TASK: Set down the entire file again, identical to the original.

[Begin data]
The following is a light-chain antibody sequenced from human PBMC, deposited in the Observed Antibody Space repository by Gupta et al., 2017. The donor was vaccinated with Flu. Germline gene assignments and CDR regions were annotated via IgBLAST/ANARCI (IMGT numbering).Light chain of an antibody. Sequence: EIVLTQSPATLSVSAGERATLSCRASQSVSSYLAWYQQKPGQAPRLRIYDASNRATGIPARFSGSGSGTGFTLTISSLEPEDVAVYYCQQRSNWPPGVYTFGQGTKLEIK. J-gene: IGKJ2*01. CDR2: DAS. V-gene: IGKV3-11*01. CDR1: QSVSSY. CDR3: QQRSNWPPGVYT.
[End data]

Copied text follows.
The following is a light-chain antibody sequenced from human PBMC, deposited in the Observed Antibody Space repository by Gupta et al., 2017. The donor was vaccinated with Flu. Germline gene assignments and CDR regions were annotated via IgBLAST/ANARCI (IMGT numbering).Light chain of an antibody. Sequence: EIVLTQSPATLSVSAGERATLSCRASQSVSSYLAWYQQKPGQAPRLRIYDASNRATGIPARFSGSGSGTGFTLTISSLEPEDVAVYYCQQRSNWPPGVYTFGQGTKLEIK. J-gene: IGKJ2*01. CDR2: DAS. V-gene: IGKV3-11*01. CDR1: QSVSSY. CDR3: QQRSNWPPGVYT.